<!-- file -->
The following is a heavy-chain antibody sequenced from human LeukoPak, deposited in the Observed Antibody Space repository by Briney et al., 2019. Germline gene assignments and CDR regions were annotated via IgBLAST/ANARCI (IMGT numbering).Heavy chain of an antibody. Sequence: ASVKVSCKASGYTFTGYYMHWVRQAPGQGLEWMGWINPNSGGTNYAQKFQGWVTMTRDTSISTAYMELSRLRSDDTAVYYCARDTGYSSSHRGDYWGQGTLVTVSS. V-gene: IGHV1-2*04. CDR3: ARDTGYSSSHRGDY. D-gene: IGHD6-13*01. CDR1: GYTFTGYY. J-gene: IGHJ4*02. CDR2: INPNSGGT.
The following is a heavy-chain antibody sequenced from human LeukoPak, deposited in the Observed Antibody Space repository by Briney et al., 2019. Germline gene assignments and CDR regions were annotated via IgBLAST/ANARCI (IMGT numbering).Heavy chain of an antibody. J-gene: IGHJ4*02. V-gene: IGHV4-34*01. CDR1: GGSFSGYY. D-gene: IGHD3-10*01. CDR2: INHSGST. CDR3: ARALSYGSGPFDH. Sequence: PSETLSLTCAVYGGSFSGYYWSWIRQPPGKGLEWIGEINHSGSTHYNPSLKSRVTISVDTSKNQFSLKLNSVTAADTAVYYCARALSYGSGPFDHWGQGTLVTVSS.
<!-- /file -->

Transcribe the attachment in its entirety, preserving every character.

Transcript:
The following is a heavy-chain antibody sequenced from human LeukoPak, deposited in the Observed Antibody Space repository by Briney et al., 2019. Germline gene assignments and CDR regions were annotated via IgBLAST/ANARCI (IMGT numbering).Heavy chain of an antibody. Sequence: ASVKVSCKASGYTFTGYYMHWVRQAPGQGLEWMGWINPNSGGTNYAQKFQGWVTMTRDTSISTAYMELSRLRSDDTAVYYCARDTGYSSSHRGDYWGQGTLVTVSS. V-gene: IGHV1-2*04. CDR3: ARDTGYSSSHRGDY. D-gene: IGHD6-13*01. CDR1: GYTFTGYY. J-gene: IGHJ4*02. CDR2: INPNSGGT.
The following is a heavy-chain antibody sequenced from human LeukoPak, deposited in the Observed Antibody Space repository by Briney et al., 2019. Germline gene assignments and CDR regions were annotated via IgBLAST/ANARCI (IMGT numbering).Heavy chain of an antibody. J-gene: IGHJ4*02. V-gene: IGHV4-34*01. CDR1: GGSFSGYY. D-gene: IGHD3-10*01. CDR2: INHSGST. CDR3: ARALSYGSGPFDH. Sequence: PSETLSLTCAVYGGSFSGYYWSWIRQPPGKGLEWIGEINHSGSTHYNPSLKSRVTISVDTSKNQFSLKLNSVTAADTAVYYCARALSYGSGPFDHWGQGTLVTVSS.